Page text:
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As the Economy Slows Down, Maruti and Two-Wheeler Companies Cut Production
19 MARCH 2019
Last week I wrote a piece titled Four Economic Indicators Show Economy Has Slowed Down Further Since January 2019. I had looked at domestic car sales, domestic two-wheeler sales, domestic tractor sales and domestic commercial vehicles sales.
In fact, in February 2019, for the first time in 48 months, for which I had data, the sales of all four economic indicators considered, had fallen. This led me to conclude that the Indian economy had slowed down further since January 2019.
In response I got a barrage of abuse on the social media and on email. One gentleman said, "why not look at bullock cart and bicycle sale?" As the old English saying goes, "Ignorance is Bliss". I would like to add a corollary to it: only until you keep your mouth shut.
Another gentleman wanted to know whether I had taken into account the fact that February only has 28 days. The question is when I am comparing sales in February 2019 to February 2018, how does it matter? February 2018, also had 28 days.
But that's not the point I wanted to make here.
As the Business Standard reported yesterday: "Maruti is estimated to have cut production to around 126,000 units as compared to more than 172,000 units a year ago, which is a 26.8 per cent reduction."
The Financial Express reports today: "With two-wheeler dealers saddled with inventory of 80-90 days against the normal level of 20-30 days, major manufacturers like Hero MotoCorp, Honda Motorcycle and Scooter India and Royal Enfield have decided to cut back their monthly production by around 15% from the current month till May."
Now what does this mean. Let's look at this issue pointwise.
1) The fear I had raised in my piece last week is turning out to be right. The falling consumer demand is now reflecting in the production cut carried both by the country's leading car maker and the two-wheeler companies.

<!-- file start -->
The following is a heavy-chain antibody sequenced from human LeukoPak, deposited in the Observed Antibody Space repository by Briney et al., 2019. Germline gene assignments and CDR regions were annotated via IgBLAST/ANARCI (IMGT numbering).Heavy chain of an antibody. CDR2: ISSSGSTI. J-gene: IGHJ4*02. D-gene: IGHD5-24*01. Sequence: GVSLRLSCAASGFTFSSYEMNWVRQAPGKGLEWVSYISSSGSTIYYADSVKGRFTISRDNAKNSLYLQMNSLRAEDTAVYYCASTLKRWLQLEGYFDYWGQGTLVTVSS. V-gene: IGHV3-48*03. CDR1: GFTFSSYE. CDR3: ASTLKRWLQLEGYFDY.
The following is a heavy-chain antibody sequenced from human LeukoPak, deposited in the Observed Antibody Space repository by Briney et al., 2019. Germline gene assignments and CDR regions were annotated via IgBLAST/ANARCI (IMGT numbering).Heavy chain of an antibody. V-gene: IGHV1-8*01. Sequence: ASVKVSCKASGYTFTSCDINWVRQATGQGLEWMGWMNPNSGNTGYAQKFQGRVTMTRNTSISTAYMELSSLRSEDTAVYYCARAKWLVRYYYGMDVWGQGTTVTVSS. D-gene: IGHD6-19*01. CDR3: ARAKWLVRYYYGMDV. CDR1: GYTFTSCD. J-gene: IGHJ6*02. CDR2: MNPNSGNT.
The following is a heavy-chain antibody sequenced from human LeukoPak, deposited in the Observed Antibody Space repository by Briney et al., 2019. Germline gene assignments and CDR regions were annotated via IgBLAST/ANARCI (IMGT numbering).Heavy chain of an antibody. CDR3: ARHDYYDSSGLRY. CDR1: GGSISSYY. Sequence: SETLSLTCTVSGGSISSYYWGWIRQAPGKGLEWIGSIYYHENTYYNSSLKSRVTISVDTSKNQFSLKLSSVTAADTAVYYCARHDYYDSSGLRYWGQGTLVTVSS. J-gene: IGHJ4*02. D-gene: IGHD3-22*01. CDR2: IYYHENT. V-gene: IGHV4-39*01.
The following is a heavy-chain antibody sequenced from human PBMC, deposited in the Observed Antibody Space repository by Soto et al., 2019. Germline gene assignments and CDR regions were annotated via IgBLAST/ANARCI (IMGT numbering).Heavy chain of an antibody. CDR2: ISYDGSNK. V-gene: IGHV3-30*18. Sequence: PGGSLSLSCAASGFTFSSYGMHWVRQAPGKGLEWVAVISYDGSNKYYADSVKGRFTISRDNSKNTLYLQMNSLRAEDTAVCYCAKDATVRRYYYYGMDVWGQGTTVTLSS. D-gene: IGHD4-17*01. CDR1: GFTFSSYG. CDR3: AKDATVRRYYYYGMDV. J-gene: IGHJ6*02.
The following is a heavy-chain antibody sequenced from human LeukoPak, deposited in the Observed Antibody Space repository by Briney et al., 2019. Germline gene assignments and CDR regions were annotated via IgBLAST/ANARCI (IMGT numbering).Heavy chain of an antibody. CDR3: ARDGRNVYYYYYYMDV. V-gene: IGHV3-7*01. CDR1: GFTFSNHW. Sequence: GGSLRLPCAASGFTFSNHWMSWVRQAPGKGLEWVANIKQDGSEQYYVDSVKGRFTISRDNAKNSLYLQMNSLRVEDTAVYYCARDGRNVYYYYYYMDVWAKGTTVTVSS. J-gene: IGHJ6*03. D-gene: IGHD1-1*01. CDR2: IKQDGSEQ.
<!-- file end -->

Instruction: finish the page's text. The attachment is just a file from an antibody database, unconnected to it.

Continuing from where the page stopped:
2) The fact that Maruti has carried out a production cut of more than one fourth, also means that the company had been channel stuffing for the last few months. This basically means that cars were being produced and sent to dealers, who were unable to sell it further to the end consumer because of a lack of demand.
This has led to accumulation of inventories at dealer level, necessitating a production cut. The same is true for two-wheeler companies with inventories of close to three months. It means they also had been channel stuffing over the last few months.
3) One explanation that has been offered for the fall in car sales, is the rise of Uber and Ola. Thia has led to people not buying as many cars as they had in the past. I mean, when you can be driven around, why buy a car.
If that is the case, then we have a real problem. This means that as more and more people use taxies, fewer cars will get sold and car companies will have a huge problem on their hand. They will have to cut down on production, for sure. More than that, they will have to fire workers. In fact, in case of Maruti, nearly 50% of the firm's manpower of 34,515 employees in 2017-18, was non-regular (i.e. contractual, temporary, student trainees). These are the people who will end up losing their jobs and not the ones who have permanent jobs. The reason why the company has so many people on contract on its rolls, is simply because it wants to retain the ability to hire and fire people, depending on the demand for its cars. It is very difficult to fire employees who are on rolls.
4) But the above explanation does not totally hold up. Another explanation that has been offered and seems a little more likely is the fact that Indians are buying more second hand cars than ever before. A report in The Financial Express points out: "In the last year, India's used-car market saw the sale of 40 lakh vehicles, outpacing the new car market for the first time." What does this mean? The first thing it means is that with the greater formalisation of the used-car market, more people are comfortable with the idea of buying a used car. Also, on the economic front it means that more people are not sure about their economic future, and they would rather buy a used car, which would mean paying a lower price. This would mean a lower EMI and/or a lower down-payment. This is again an excellent example of an urban slowdown.
5) At a broader as I had explained in the piece last week, cars and two-wheelers have many forward and backward linkages. When cars and two-wheelers sell well, there is greater demand for steel, rubber, paint, glass, batteries etc. These are the backward linkages. A whole host of sectors do well, when cars and two-wheelers sell well. The vice versa is also true. If this trend remains for a while, all these sectors are going to be negatively impacted.
As far as forward linkages of car sales and two-wheeler sales are concerned, their growth leads to an increase in demand for loans, servicing centres as well as energy consumption. With sales falling, all these sectors are bound to be negatively impacted in some way, in the months to come.
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